Amelia Holliday Staff Reporter
October 29, 2013
LEATHERWOOD—Students in the Perry County School District can now be seen carrying around new tablet devices after the roll out of the Bring Your Own Device program for eight through 12th graders began earlier this month.
“I think it’s kind of a good experience for us to be able to do more electronically in class,” Lauryn Fugate, an eighth grader at Leatherwood Elementary, said after receiving her Microsoft Surface RT Thursday evening. “I kind of expect for us to be a little bit more excited about class now.”
Mike Smith, Perry County district technology coordinator, said the ability of the district to supply students with these devices is a huge step in the right direction, adding that Perry County is the first district in the area to implement a program such as this on such a expansive scale.
“This thing is really going to change the way they do business,” he said.
Smith explained that by giving these devices to students, a whole new world of opportunities is opened to them, the teachers, and the district as a whole.
“We’re looking and we’re finding and we’re discovering ways to move a lot of the hard copies, paper text, through a digital text and students will only actually have this one device,” he said.
Another program that Smith said would benefit in the district from the availability of the tablets is the Snow Bound Program, which aims to help districts in the eastern part of the state that are forced to miss weeks of material at a time due to inclement weather.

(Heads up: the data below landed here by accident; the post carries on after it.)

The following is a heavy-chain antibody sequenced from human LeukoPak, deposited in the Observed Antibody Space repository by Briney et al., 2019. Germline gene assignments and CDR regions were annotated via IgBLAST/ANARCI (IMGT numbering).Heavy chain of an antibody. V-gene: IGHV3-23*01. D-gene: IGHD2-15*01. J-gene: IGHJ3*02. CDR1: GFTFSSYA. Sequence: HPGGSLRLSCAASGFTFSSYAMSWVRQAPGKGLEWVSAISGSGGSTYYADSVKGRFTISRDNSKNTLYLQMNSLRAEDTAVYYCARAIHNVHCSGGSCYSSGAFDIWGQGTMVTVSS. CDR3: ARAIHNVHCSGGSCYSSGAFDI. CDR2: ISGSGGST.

“It’s kind of a handicap for us going into assessment when we’ve been out of school two, three, four weeks sometimes and then we have to come back and try to get everything covered before the assessment,” Smith said.
Now, with these devices, students will actually be able to continue working at home during those times of prolonged absence and can submit it to the teacher, Smith added.
“It gives them the option to store their content up in the Cloud so they can collaborate with their teachers and other students, and also video conference, they can Skype, they can use Microsoft Link,” he said. “If they have an issue at home at night they can actually link up to the teacher and get that assistance.”
Smith said these devices also give teachers, who will begin training for the devices in the coming weeks, many more options as to how they will teach certain material, like utilizing apps for pop quizzes or assessments.
“There are some teachers that are ready for it now,” he said. “Some teachers are still a little wary of it, though.”
After signing for the device and paying a $50 yearly service charge, the 13 eighth graders at Leatherwood were able to take their devices home. Smith explained that those devices would stay with those students through the rest of their educational career.
“The seniors this year actually have the option to pay the difference and keep theirs,” he said. “That’s what the service fee to the district is for, to pay for the device or any repairs or replacements that might be needed.”
Smith said there are still some bugs in the system that need to be worked out, such as Wifi capacity and ensuring the students don’t abuse the Internet privileges during class, however said those are to be expected and will be resolved as the process moves along since this is the largest project of this kind to be implemented in the area.
“This is why I love technology,” he said.